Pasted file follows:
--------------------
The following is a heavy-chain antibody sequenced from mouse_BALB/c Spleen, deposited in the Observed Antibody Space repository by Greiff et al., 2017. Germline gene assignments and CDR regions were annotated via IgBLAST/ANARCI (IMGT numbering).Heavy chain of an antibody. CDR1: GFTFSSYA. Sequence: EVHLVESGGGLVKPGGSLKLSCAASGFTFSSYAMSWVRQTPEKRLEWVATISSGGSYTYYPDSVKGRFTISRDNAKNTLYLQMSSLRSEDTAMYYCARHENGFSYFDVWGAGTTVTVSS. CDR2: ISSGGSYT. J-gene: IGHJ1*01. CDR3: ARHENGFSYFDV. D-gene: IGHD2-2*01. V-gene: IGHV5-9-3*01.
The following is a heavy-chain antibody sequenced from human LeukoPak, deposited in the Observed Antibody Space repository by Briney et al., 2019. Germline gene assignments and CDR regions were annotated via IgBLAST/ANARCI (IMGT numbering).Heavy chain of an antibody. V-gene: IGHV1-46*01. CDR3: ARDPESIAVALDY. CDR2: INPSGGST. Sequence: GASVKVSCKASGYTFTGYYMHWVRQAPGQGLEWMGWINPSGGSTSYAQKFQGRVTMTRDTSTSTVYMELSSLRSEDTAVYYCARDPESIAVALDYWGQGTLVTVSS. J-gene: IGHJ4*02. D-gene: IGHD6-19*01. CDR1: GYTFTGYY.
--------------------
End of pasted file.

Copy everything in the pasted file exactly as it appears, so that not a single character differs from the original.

The following is a heavy-chain antibody sequenced from mouse_BALB/c Spleen, deposited in the Observed Antibody Space repository by Greiff et al., 2017. Germline gene assignments and CDR regions were annotated via IgBLAST/ANARCI (IMGT numbering).Heavy chain of an antibody. CDR1: GFTFSSYA. Sequence: EVHLVESGGGLVKPGGSLKLSCAASGFTFSSYAMSWVRQTPEKRLEWVATISSGGSYTYYPDSVKGRFTISRDNAKNTLYLQMSSLRSEDTAMYYCARHENGFSYFDVWGAGTTVTVSS. CDR2: ISSGGSYT. J-gene: IGHJ1*01. CDR3: ARHENGFSYFDV. D-gene: IGHD2-2*01. V-gene: IGHV5-9-3*01.
The following is a heavy-chain antibody sequenced from human LeukoPak, deposited in the Observed Antibody Space repository by Briney et al., 2019. Germline gene assignments and CDR regions were annotated via IgBLAST/ANARCI (IMGT numbering).Heavy chain of an antibody. V-gene: IGHV1-46*01. CDR3: ARDPESIAVALDY. CDR2: INPSGGST. Sequence: GASVKVSCKASGYTFTGYYMHWVRQAPGQGLEWMGWINPSGGSTSYAQKFQGRVTMTRDTSTSTVYMELSSLRSEDTAVYYCARDPESIAVALDYWGQGTLVTVSS. J-gene: IGHJ4*02. D-gene: IGHD6-19*01. CDR1: GYTFTGYY.